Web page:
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to the Altris Blog

Making time for leadership

Isn’t it interesting how often we hear people say, “I would love to do that, but I don’t have time”.  Relating this to the leadership world, making the time in spite of many competing priorities differentiates OK leaders from great leaders and from exceptional leaders. I read a quote recently, “Time is the most important… Read more


Five things on our santa list

Its been a tough couple of years in the far south and many employers will be heaving a sigh of relief that they have got to the end of 2011 intact, so here are five things that we think they might like to have neatly gift wrapped in their Christmas stockings.


Don’t just sit there, do something

As a leader of a tempestuous team, you could be forgiven for expecting an independent and expert team coach to ‘sort’ team dynamics by way of a team-based intervention.
Your role as the leader, as well as the clarity with which you handle your team after the intervention, can make a big difference to the sustainability of the intervention.
So as leaders expecting changes from a team-based intervention that you haven’t directly been a part of, here are some tips post-intervention you can use in discussion with your tempestuous team:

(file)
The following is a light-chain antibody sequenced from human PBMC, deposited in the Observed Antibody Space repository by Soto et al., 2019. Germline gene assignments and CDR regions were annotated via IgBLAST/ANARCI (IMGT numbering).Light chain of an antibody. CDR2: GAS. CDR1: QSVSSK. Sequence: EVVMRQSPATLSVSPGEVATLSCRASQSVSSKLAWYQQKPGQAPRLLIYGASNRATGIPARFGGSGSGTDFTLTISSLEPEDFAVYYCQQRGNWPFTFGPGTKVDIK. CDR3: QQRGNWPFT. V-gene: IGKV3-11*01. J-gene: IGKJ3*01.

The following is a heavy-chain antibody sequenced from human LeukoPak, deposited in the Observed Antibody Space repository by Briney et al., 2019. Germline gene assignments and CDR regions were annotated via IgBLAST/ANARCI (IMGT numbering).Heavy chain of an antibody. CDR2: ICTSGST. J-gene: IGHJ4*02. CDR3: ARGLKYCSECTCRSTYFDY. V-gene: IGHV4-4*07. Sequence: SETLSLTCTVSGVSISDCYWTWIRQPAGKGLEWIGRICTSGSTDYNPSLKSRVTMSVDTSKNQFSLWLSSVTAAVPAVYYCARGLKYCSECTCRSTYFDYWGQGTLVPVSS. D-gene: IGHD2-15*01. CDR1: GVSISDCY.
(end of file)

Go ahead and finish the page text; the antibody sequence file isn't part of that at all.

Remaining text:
1. Get clear on the outcome
2. Get clear on your role
3. Set expectations
4. Get them thinking for themselves
5. Have an agreed Escalation process
Escalation processes are often not part of the picture. Yet they are critical for a team whose members are expected to ‘sort it out’ themselves.
As leaders of a tempestuous team, our role as a leader does make a big difference to the sustainability of the intervention. And we sometimes don’t use it to our full advantage.


Valuing time together

The benefit of spending time ‘being’ with each other as opposed to ‘doing’ things together. How this can forge deeper and more meaningful relationships.


Is your self image blinding?

In this weeks blog I’m going to ask you a question and have you reflect a little.
How often does the word ‘should’ feature for you? When you look at the world around you, do you have a strong sense of how it should be? Do you see what should be done in your workplace and what shouldn’t? Do you have a clear view on how people should behave or act or what they should do?
Or what about yourself? Do you have a strong view on how you should be? How you should act or behave? Do you have a strong picture of what is right for you? How you should and shouldn’t be perceived? How you should look or shouldn’t? Do you find yourself saying ‘I should do that’ or ‘I shouldn’t do that’ a lot?
This word ‘should’ seems to feature very strongly for some of us.